Farrell elaborates on shifts
NEW YORK -- The one thing you will see the Red Sox do a lot more this season than in recent years is shift the infield. There were times in Wednesday's game when third baseman Will Middlebrooks was in short right field. Other times, Dustin Pedroia played in that spot.
The shifts Boston deploys are mostly designed by third-base coach Brian Butterfield, who manager John Farrell worked with in Toronto.
"Because of the amount of information that's taken into account, pitchers understand the reason why we're aligning as we are in certain situations, and they're accepting of it," Farrell said. "The key to that is if pitchers execute pitches to given areas where we've done our homework and see that the hard contact typically is the direction in which it goes. Hopefully more times than not we're going to have a guy standing in that spot.
"In the case of a power hitter that might look to bunt as an alternative to go against the shift, that's the one thing that we've made mention to the pitchers. We'll take that tradeoff each and every time. That communication has been back and forth between Butter, our staff and the pitchers and infielders. I think everyone is on the same page with that."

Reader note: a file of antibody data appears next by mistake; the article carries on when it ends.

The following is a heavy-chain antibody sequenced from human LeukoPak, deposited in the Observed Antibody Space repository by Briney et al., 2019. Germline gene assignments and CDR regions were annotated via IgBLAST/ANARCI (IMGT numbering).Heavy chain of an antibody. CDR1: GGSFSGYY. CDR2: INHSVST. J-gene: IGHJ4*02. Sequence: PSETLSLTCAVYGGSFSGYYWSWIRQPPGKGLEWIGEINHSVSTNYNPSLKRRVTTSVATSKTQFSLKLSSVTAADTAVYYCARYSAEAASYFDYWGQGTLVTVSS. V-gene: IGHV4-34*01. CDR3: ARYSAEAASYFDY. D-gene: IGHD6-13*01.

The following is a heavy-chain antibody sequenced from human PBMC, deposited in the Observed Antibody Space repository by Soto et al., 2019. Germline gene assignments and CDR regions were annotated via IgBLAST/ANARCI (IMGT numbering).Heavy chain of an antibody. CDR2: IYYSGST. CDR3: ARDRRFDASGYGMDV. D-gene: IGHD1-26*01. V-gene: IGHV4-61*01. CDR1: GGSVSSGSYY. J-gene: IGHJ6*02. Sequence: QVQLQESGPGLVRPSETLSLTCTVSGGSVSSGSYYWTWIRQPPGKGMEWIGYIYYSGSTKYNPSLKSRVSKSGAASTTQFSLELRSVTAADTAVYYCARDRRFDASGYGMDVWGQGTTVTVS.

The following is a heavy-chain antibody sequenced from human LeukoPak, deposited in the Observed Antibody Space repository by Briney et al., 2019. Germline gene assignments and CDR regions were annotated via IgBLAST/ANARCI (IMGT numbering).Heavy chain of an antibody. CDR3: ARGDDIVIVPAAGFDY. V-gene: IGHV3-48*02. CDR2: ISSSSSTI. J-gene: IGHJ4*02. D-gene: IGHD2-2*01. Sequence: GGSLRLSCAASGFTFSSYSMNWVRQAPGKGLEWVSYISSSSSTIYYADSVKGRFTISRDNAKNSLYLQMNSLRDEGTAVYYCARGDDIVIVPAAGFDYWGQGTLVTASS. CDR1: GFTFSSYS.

Middlebrooks and Pedroia are adapting as it goes.
"That's taken a little getting used to, because we'll align differently," said Farrell. "We'll put Pedey in the area in which the higher number of balls are hit in that certain area. For example, here in New York, we'll see a different alignment vs. [Travis] Hafner as we will vs. [Robinson] Cano, just by virtue of the information we have at our disposal. That's what goes into it.
"And the other thing is, when we've got a man on first base, we'll keep Will away from second base. He's not accustomed to turning the double play and we'll always keep Pedey as the pivot guy."
In the bottom of the first on Wednesday night, Middlebrooks fielded Robinson Cano's groundball from short right field and fired to first for a play that was scored 5-3.